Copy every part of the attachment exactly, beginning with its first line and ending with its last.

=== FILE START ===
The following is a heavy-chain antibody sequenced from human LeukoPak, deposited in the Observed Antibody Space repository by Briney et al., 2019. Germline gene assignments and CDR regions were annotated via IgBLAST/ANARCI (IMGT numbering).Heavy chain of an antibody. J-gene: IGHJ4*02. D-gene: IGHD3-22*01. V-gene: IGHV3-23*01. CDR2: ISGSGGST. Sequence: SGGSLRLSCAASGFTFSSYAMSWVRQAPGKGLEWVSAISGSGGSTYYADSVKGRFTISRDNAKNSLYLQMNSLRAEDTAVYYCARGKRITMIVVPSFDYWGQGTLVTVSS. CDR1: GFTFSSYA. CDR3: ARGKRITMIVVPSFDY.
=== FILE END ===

The following is a heavy-chain antibody sequenced from human LeukoPak, deposited in the Observed Antibody Space repository by Briney et al., 2019. Germline gene assignments and CDR regions were annotated via IgBLAST/ANARCI (IMGT numbering).Heavy chain of an antibody. J-gene: IGHJ4*02. D-gene: IGHD3-22*01. V-gene: IGHV3-23*01. CDR2: ISGSGGST. Sequence: SGGSLRLSCAASGFTFSSYAMSWVRQAPGKGLEWVSAISGSGGSTYYADSVKGRFTISRDNAKNSLYLQMNSLRAEDTAVYYCARGKRITMIVVPSFDYWGQGTLVTVSS. CDR1: GFTFSSYA. CDR3: ARGKRITMIVVPSFDY.